Crewe & District Writers' Circle
The Waltraud Field
Open Poetry Competition 2017​​​

We are delighted to announce winners of this year's Open Poetry Competition, judged this year by multi award-winning poet, Gladys Mary Coles.
Gladys Mary's ten collections of poetry include "Song of the Butcher Bird", and "The Echoing Green" (both from Flambard),and "The Glass Island" (Duckworth).
Gladys Mary teaches Poetry and Creative Writing at Liverpool University.​

    Our warmest congratulations to the winners as follows:

    ​​First prize of £100 is awarded to Roger Elkin: "Rock End"
    Second prize of £50 to F. McDonnell: "Whitby Scenes"
    Third prize of £25 to Anthony Watts: "Lady of the Wild Things"​​​​​​​

    There were 8 runners up and these are listed in no particular order:
    Angela Croft: "One-armed Bandit"; Maureen Judson: "Aprons and Apple Pies"; Angela Croft: "Singer"; ​​​F. McDonnell: "Heading Home"; Isobel Thrilling: "Amber"; Christopher Korta: "Bored At Work"; C Gillett: "(dis)illusion"; Roger Elkin: "Seeing the Light".

    We have pleasure in presenting the work of the three winners and look forward to featuring poems by the runners up later in the year.  ​​​​


    Rock End

    Something of finality about its name
    as if you're about to fall headlong
    into​​​​ fathoms beneath. But no
    Just recognition that this is how
    the Pennines tail away Southwards
    into the Midlands,where haze and
    townscapes ambush the view.
                               But now,
    just for the here of things, it's outcrops
    of rock that matter, though how much
    it matters depends on your approach.

    So, climbing from the valley, it's more
    of a beginning. The sudden jutting
    of stone where they quarried for houses
    and walls, those huge slabs and fragments
    almost a scar. There where the rockface
    shales and splinters pinky-reddish
    into fingered shards, shockingly fresh
    like an ulcer under microscope, as if raw
    and somehow wet. Certainly, grave cold.

    But fromt he North-East, dropping slightly
    from the watery ​​​​​​​​​​​​​​​​​moorline horizon, down
    to Robin Hill, and rounding the bend,
    there's a concession of sorts: outcrop boulders​​
    and rocks squatting in fields, and rotundly
    smooth were wind, rain, ice have buffeted
    the gritstone almost to shining, with here
    and there its veins graining away like
    patination on gravestones.

    Suppose, either way you could say
    Yes, there's a sense of completion.

    And I'm reminded this place is OK
    as long as you make a friend
    of the landscape.​​​​​​​​​​​​

    Whitby Scenes

    It's the first time he has captured me w​​alking on water
    and I'm in the centre of this black-and-white photograph.
    In this picture I'm nearest to you, whoever you are,
    or want to be and whatever will become of you,
    but you are looking beyond me at other people
    on the beach, the dead relatives in their graves.
    You and I can hear children on the beach, laughing,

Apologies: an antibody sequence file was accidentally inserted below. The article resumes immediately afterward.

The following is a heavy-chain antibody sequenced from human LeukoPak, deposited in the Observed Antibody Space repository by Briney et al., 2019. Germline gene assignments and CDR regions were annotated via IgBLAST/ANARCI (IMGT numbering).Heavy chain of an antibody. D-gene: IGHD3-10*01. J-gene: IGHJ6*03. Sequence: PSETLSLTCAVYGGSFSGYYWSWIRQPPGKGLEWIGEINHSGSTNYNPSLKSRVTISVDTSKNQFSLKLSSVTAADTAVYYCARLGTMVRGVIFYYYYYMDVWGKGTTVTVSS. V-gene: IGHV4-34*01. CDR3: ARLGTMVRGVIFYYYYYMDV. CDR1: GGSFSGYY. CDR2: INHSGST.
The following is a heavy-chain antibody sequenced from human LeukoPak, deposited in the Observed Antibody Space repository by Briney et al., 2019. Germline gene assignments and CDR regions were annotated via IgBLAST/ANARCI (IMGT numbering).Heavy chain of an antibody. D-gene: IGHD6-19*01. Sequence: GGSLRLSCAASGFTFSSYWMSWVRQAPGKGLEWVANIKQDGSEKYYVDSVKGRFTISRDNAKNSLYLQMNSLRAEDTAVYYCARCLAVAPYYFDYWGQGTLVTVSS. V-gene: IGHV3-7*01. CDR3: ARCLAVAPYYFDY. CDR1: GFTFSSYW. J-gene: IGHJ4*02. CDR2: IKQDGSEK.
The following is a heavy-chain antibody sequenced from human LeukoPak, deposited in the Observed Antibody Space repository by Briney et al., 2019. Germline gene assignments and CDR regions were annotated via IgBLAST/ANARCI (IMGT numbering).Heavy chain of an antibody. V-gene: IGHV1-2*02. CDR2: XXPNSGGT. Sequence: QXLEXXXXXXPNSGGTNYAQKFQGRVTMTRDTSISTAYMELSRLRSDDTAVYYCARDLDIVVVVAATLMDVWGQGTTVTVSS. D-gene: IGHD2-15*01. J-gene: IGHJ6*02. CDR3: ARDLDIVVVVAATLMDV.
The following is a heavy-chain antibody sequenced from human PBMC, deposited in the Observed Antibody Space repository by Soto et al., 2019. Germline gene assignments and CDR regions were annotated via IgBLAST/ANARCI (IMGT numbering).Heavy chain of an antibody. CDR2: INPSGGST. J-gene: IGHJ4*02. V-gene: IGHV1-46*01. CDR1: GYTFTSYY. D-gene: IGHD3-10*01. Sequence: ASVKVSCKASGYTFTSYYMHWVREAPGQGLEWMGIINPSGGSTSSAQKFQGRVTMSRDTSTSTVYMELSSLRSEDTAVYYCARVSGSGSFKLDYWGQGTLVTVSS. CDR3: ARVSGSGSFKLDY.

the distant sound of the waves, the yellow tug
    chugging to take others on their whale-watching trip.

    You cannot see my offspring, they've separated
    from me, they are their own gull now, as they land
    on the head of the statue, or swoop through
    the whalebone arch, staring you out for fish.
    We'll still be here when the visitors leave,
    our insistent way of being, our shrieks on the wing
    reminding you of the sea when you're safely back home.​​​​​​​​​​​​​​​​
    Lady of the Wild Things

    My love wears a green, green apron and a mantle of blue
    And dreaming of a bright and windy day
    She gypsies forth on a foam-white horse
    And rides all over the world. She dreams
    As she fashions good bread, her hands in the fluttering flour
    Like two gulls in the spray

    My love is all around me like the sea.
    The sandworms spell her praise,
    Tormenting the stretched tissue ofthe beach with toothpaste
    And I have read their hopeless hieroglyphs
    (Wandering where the poised sea held its breath)
    For my thoughts are worms in the warm silt of her skin.

    My love is a midnight raga: at the tongue-tied hour
    When all the jukeboxes are choked with money,
    When the tree-held moon is fingered by the wind,
    My fingers find again in the stillness her intervals
    For she is the genesis of song in the silent hour.

    My love is a fragrant garden for the blind:
    Down avenues of rain-awakening flowers
    Comes love's blind beggar with his tapping stick,
    Who in a green and tendrilled dream is doomed
    to run the velvet gauntlet of her love,
    Stumbling towards the centre, towards the dark
    Unfolded rose.
    Frail speedwells snow down on me from her opening eyes.​​​​​​​​​​​

    My love is a rosary of worlds: love's astronaut,
    I pick my milky way,
    Threading the orbits of her thralling stars,
    Lightyears away from home, my radio dead,
    I sail the unlit emptiness
    Between myself and her.

    My love is an apple-thicket where the white hart breaks, panting:
    The unicorn sheaths his rage in the quiet of her lap.
    She leads me where the hind laps leaves from the small trees tenderly as the wind feeds

    Her smile is an open window on the kingfisher's realm:
    In a glance I catch him netting the eternal sun,
    For he has made his nest in the warmth of her heart.

    My love is at the end of a thought: there is heart-rest
    In the solitude of her falling hair.​​​​​​​​​​​​​​​​​​